What does that look like in action? Wisconsin (and other states such as Michigan, Ohio, and Indiana) are prime examples. I am most familiar with Wisconsin and this is where we come full circle. The 'budget repair bill' and the budget bill are opposed by a majority of adult residents in the state according to polls. (I have looked at polls by democrats, republicans, and non-partisan sources.) They all show that 60-85% of Wisconsinites are opposed to these bills passing. Based on the requirement of a 2/3s majority to pass it through, if the elected officials were really doing what the people wanted (and in my opinion, what is in the best interest of the state based on history and the examples of states who have made similar changes already), it couldn't pass. There simply wouldn't be enough votes to make a quorum.

Rather, even though several have expressed concerns with various parts of the bill, they are voting along party lines. The Republicans have a super majority (the Governor, the House, and the Senate are dominated by Republicans). That has resulted in a flat out refusal to negotiate or work toward a compromise. And they don't have to because they don't need the votes of the Democrats to pass the bill. Our checks and balances system is off. The controlling party can do whatever it pleases.

The Republicans/ Tea Party are in control and are working to set up a system of maintaining that control indefinitely. They represent the interests of large corporations which represent only the wealthiest individuals in the nation. The official definition of this type of system is oligarchy: government or rule by a few. Some examples of countries that are oligarchical are China, North Korea, Tunisia, Venezuela, Cuba, Russia, and many communist countries. These are not places where I would chose to live and I doubt many Americans would chose this for themselves, their children, or their grandchildren. Yet, passing bills like the budget repair bill makes it possible to go in that direction.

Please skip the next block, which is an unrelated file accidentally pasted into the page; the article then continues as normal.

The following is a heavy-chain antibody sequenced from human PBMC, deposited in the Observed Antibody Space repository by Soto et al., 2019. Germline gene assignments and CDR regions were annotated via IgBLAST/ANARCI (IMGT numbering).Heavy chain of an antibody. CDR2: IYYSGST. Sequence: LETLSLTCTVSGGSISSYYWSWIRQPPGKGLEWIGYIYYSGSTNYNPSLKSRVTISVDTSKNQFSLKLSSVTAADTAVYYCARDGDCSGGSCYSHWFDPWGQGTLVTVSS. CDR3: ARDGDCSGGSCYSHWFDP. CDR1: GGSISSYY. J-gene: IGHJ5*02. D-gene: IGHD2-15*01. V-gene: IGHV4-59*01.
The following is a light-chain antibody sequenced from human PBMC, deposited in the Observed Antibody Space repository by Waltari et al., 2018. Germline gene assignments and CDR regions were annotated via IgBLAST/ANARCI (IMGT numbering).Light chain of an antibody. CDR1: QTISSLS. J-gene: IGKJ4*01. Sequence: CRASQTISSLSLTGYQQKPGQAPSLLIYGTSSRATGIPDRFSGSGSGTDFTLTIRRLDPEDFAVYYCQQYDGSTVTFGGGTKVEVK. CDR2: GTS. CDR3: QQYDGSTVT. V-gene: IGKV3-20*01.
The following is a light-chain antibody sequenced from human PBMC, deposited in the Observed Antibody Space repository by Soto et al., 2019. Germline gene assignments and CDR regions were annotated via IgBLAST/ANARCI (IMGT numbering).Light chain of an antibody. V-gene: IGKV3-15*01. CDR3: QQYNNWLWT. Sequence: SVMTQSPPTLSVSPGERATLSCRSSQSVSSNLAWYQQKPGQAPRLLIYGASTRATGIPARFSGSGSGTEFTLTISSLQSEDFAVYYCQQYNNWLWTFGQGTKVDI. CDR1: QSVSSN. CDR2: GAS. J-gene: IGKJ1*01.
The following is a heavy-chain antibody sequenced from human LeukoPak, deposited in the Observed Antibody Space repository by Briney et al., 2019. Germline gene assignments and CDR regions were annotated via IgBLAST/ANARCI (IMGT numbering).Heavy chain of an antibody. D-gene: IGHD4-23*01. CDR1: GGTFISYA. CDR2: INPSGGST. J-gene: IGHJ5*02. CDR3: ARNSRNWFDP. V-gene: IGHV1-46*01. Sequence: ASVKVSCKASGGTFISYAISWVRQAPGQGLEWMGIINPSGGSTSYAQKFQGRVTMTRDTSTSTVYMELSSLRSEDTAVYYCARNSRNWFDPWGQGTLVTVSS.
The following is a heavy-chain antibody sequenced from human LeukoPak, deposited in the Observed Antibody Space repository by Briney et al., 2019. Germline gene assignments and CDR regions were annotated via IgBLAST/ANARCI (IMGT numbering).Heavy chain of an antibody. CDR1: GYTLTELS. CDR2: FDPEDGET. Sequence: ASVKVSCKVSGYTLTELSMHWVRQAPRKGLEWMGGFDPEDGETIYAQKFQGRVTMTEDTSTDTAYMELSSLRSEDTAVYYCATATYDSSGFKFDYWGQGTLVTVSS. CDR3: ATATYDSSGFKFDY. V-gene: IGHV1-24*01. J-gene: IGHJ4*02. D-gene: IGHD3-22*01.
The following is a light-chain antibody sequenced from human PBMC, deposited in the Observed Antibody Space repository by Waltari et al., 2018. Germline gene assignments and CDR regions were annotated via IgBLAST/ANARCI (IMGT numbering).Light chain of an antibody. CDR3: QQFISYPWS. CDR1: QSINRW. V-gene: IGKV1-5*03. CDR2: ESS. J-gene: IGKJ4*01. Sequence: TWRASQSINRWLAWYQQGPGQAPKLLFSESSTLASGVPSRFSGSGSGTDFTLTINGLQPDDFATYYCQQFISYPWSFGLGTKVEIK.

It can't happen here, you say? This seems radical and far reaching? You're right. It does. Even as I am typing this I think it sounds kind of psychotic. Quite honestly, it scares me. But then I think about the lawsuits over the freedom of speech and right to assemble (constitutional rights) that have been filed against this administration in the last three weeks. I thought about the blatant breaking of laws (Open Meetings law) and ethics violations (assembly vote, locking the public out of their state capitol, refusing to hold public input hearings, threatening illegal actions against the Democrats who left) we've witnessed in the last three weeks. I though about the changing of public employee positions into government positions as appointed by the Governor. I thought about the utter contempt expressed for the Democrats and for those expressing uncertainty withing the Republican Party. If we are witnessing this behavior in a three week time period and these bills haven't even passed yet, then what will happen over the next 4 years? And what about in 50 years if things don't change?

My plea:

Regardless if you agree with unions or not, recognize that they do play a role in our economy because of their fundamental goal of employee rights. They play a role in our politics that balances the roles large corporations and the independently wealthy play.  Think about the consequences of losing them and decide which threat you are more afraid of: having unions represent public sector workers or what their absence means to you. Then stand up for what you believe in and make some noise. Worthy opportunities don't present themselves all that often.

*** Prompted by my life and taken from the blog I keep for my family and friends that live too far away.